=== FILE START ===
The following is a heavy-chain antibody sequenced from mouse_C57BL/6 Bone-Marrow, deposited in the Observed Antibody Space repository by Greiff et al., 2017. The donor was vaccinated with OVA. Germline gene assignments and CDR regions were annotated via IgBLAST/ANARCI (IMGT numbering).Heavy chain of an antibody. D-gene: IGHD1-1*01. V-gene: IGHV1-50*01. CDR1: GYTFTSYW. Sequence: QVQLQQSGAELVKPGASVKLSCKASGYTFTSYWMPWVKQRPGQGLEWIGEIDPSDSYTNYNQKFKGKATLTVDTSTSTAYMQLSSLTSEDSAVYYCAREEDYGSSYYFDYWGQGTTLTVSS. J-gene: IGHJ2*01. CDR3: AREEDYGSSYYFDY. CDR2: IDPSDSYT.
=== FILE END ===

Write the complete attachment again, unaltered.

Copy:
The following is a heavy-chain antibody sequenced from mouse_C57BL/6 Bone-Marrow, deposited in the Observed Antibody Space repository by Greiff et al., 2017. The donor was vaccinated with OVA. Germline gene assignments and CDR regions were annotated via IgBLAST/ANARCI (IMGT numbering).Heavy chain of an antibody. D-gene: IGHD1-1*01. V-gene: IGHV1-50*01. CDR1: GYTFTSYW. Sequence: QVQLQQSGAELVKPGASVKLSCKASGYTFTSYWMPWVKQRPGQGLEWIGEIDPSDSYTNYNQKFKGKATLTVDTSTSTAYMQLSSLTSEDSAVYYCAREEDYGSSYYFDYWGQGTTLTVSS. J-gene: IGHJ2*01. CDR3: AREEDYGSSYYFDY. CDR2: IDPSDSYT.